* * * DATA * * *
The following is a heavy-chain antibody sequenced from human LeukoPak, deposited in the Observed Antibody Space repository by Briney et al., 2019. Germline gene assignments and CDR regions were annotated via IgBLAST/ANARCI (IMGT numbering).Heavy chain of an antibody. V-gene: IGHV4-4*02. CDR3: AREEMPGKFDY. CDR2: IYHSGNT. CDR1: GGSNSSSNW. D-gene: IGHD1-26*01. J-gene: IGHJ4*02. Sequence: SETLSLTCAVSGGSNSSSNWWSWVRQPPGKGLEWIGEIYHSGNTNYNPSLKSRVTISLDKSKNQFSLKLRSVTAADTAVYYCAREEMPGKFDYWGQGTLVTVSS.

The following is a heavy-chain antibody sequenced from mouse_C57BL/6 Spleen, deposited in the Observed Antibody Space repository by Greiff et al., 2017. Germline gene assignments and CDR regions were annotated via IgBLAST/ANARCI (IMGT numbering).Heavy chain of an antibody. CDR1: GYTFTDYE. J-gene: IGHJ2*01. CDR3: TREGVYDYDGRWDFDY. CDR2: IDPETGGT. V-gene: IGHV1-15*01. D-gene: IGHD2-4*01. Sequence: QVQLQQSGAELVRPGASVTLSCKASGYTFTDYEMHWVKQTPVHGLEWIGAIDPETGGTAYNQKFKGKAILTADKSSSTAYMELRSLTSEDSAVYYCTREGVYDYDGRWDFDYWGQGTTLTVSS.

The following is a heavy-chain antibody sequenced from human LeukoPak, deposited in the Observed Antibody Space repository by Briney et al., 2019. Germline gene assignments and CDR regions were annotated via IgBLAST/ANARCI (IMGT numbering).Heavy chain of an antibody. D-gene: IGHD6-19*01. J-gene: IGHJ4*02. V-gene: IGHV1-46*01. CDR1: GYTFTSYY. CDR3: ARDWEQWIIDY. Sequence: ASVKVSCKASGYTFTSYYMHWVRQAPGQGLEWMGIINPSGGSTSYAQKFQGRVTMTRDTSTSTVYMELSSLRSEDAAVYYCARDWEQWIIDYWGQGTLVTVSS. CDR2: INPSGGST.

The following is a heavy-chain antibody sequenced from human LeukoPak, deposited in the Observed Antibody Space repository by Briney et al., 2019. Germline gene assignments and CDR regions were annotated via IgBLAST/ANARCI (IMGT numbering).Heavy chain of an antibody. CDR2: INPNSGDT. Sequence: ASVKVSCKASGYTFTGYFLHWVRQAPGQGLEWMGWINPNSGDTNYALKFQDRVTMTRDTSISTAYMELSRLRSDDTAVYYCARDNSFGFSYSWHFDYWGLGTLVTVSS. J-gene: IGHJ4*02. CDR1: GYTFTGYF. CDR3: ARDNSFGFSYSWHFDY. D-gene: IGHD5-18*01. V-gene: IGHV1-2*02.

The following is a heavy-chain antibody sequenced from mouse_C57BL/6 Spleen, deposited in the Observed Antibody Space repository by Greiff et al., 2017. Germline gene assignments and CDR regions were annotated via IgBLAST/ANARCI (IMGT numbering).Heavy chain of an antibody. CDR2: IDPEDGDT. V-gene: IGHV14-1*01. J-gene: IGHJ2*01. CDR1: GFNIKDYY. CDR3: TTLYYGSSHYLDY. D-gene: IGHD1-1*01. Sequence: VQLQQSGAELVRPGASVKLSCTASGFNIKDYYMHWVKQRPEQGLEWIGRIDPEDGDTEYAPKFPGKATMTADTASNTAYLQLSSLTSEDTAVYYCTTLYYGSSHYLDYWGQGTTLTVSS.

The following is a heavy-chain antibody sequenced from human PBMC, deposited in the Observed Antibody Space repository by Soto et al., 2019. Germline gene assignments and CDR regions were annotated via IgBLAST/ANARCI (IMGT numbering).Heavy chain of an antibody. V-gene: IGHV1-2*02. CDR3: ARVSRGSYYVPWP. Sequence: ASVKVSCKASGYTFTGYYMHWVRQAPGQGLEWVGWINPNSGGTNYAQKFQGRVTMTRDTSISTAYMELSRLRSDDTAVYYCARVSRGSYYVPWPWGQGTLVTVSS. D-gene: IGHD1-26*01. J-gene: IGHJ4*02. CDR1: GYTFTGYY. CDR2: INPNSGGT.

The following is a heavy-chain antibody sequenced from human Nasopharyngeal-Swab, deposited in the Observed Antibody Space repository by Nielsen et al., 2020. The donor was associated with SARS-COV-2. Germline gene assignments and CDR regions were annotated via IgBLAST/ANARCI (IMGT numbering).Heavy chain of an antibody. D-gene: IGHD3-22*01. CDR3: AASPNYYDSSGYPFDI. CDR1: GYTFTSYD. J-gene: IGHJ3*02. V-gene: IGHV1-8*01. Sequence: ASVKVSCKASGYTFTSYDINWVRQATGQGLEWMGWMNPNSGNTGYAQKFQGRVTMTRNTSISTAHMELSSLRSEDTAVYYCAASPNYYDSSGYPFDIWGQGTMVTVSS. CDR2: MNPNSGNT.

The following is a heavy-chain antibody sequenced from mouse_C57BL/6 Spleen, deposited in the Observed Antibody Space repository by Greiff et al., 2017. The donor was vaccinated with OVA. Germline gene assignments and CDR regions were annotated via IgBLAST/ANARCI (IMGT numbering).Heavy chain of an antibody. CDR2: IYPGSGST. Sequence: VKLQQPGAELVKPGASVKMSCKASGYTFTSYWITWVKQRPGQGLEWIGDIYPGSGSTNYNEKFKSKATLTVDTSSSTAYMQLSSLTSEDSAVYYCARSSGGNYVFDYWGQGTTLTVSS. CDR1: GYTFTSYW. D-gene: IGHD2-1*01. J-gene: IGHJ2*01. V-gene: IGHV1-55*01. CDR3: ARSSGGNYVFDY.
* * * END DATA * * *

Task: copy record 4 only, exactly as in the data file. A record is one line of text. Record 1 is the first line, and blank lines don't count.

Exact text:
The following is a heavy-chain antibody sequenced from human LeukoPak, deposited in the Observed Antibody Space repository by Briney et al., 2019. Germline gene assignments and CDR regions were annotated via IgBLAST/ANARCI (IMGT numbering).Heavy chain of an antibody. CDR2: INPNSGDT. Sequence: ASVKVSCKASGYTFTGYFLHWVRQAPGQGLEWMGWINPNSGDTNYALKFQDRVTMTRDTSISTAYMELSRLRSDDTAVYYCARDNSFGFSYSWHFDYWGLGTLVTVSS. J-gene: IGHJ4*02. CDR1: GYTFTGYF. CDR3: ARDNSFGFSYSWHFDY. D-gene: IGHD5-18*01. V-gene: IGHV1-2*02.